Everyone realizes Metro bus operators have the daunting task of safely getting bus patrons where they need to go while battling our region’s often congested streets. The job is tough enough and it goes without saying our operators don’t need the additional worry of being assaulted while trying to do their job.
There were 121 operator assaults in 2016 — a decrease of 29 percent over 2105. Of the 121 total operator assaults, 32 percent of the total assaults have had a suspect taken into custody. The majority of bus operator assaults involve fares or a missed stop. There were 323,059,463 bus boardings in 2016, meaning there was one bus operator assault per 2.6 million boardings.
That’s 121 too many — and that’s why Metro has launched a new operator assault awareness campaign.
Campaign ads remind customers of the legal repercussions from criminal behaviors against operators. A serious operator assault can warrant a $10,000 fine. Taboo behaviors Metro sees taken against operators include spitting, punching, kicking and verbal abuse.
Metro has placed the new ads on posts and cards throughout the system — i.e. on buses, bus benches and shelters, among other locations. The agency has also run ads in local newspapers.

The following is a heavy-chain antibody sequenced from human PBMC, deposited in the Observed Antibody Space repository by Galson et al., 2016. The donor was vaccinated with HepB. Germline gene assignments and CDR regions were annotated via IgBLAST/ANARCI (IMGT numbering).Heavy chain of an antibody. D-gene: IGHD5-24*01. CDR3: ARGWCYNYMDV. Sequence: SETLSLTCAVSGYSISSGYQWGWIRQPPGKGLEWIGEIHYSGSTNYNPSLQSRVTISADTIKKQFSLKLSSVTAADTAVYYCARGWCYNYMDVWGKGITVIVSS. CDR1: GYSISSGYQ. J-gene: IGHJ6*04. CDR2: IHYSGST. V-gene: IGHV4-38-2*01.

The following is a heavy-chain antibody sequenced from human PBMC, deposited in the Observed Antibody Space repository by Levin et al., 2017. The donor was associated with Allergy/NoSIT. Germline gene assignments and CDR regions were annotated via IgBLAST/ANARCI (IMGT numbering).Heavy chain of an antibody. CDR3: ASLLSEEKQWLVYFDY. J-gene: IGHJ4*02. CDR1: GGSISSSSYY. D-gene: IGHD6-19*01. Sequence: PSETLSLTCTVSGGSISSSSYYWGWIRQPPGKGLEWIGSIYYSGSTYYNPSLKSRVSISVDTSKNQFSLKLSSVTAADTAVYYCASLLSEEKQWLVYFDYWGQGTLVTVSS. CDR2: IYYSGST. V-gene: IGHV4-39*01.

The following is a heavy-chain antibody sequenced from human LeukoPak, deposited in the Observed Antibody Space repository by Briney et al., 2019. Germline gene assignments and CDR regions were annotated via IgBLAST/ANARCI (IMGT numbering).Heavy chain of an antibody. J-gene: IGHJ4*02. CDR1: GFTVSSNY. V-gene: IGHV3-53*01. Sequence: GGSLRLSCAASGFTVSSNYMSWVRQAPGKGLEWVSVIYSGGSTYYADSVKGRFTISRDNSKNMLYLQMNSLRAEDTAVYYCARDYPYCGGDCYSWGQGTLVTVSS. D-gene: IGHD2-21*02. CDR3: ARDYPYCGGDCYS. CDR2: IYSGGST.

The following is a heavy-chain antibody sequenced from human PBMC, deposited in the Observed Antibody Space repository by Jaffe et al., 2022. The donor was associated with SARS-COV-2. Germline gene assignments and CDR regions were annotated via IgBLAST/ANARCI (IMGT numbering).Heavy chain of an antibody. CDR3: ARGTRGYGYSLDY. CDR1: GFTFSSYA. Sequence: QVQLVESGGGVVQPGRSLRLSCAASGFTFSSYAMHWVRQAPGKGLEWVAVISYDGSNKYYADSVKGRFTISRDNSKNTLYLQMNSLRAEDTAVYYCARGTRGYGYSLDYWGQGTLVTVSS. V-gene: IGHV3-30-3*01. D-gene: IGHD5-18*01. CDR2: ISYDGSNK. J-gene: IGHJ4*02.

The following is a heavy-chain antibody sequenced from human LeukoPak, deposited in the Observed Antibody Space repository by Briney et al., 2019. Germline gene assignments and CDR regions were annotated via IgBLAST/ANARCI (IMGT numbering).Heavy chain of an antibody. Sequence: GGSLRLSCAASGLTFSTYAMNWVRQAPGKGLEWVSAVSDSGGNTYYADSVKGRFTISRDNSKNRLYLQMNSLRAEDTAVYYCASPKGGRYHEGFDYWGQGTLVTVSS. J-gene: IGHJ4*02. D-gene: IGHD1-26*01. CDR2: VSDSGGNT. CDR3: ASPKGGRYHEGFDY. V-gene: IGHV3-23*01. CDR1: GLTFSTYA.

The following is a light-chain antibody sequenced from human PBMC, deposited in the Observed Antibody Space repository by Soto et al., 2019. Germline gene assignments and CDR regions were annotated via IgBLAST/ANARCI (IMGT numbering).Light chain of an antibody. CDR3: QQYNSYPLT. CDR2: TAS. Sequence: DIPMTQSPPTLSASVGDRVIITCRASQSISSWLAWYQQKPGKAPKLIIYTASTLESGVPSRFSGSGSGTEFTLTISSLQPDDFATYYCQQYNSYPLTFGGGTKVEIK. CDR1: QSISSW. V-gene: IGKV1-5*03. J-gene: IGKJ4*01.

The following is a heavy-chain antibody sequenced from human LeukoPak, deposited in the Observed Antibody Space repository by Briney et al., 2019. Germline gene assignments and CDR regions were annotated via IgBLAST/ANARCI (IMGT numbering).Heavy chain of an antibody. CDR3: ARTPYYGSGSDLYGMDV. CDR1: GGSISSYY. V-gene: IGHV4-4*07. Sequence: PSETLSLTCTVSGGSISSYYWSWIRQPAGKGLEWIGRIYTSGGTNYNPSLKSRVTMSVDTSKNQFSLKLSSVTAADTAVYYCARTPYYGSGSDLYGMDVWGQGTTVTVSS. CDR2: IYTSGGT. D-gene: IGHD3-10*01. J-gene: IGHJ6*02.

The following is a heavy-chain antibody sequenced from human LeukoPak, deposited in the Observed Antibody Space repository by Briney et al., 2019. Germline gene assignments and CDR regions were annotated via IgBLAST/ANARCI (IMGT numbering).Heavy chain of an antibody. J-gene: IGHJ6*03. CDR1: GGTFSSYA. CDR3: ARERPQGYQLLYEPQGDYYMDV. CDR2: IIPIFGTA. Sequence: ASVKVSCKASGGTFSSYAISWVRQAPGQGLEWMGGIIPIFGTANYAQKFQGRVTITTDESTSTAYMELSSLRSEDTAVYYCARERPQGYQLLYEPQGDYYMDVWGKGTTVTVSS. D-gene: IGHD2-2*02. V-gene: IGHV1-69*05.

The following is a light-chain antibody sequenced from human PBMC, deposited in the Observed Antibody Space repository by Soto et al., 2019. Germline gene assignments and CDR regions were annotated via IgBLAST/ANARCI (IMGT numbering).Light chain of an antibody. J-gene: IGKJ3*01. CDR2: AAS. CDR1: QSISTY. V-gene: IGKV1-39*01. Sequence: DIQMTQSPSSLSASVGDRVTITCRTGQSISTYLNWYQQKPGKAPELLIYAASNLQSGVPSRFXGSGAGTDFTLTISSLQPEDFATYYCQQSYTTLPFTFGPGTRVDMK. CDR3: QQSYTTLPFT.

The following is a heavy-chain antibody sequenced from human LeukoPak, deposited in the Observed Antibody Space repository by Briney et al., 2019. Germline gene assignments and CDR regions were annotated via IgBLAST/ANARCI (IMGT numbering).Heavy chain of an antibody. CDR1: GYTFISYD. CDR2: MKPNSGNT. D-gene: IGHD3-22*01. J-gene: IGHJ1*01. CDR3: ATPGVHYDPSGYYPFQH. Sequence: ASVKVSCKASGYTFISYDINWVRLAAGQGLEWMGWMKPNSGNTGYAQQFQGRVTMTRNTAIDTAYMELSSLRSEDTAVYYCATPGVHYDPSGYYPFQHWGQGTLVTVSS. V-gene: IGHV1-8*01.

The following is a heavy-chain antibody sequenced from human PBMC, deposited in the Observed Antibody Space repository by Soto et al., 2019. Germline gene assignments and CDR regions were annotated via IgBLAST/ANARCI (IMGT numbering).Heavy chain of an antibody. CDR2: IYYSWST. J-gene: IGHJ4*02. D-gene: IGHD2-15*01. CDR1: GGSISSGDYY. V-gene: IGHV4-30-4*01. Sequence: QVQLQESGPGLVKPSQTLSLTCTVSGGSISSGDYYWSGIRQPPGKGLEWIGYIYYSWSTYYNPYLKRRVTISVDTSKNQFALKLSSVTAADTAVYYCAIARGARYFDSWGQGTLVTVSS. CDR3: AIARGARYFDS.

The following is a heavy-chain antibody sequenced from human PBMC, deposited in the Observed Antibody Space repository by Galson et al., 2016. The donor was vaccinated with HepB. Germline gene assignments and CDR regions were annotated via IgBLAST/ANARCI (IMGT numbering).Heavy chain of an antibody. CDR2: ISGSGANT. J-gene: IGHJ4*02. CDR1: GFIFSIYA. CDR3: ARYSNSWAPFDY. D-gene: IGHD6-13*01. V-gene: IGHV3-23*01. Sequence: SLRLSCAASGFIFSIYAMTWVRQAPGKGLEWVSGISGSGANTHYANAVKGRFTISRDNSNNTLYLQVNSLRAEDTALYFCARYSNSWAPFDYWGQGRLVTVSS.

The campaign augments other key Metro initiatives to combat operator assault. Metro has installed bus operator barriers on many of its buses. The agency has also installed inward facing cameras on buses to allow patrons contemplating a crime to know they are being watched. Video footage can be used for crime investigations and prosecutions.
Operators themselves have also received training on conflict de-escalation. The agency has also pursued legislation to get higher penalties for those who commit assaults against operators.
In addition to these efforts, last month Metro launched an operator appreciation campaign to show customers that drivers are real people too. It recognizes many of the agency’s best bus and rail operators, many of whom have excellent driving records and decades of experience in customer service under their belts.
So, please be kind to our front-line transit operators. They get you where you need to go and they truly deserve your respect at all times.
Categories: Policy & Funding
Typo: “a decrease of 29 percent over 2105” , I’m guessing 2015.
As I’ve mentioned before, get LASD out of the donut shops and onto our transit vehicles if you want more reduction in crime.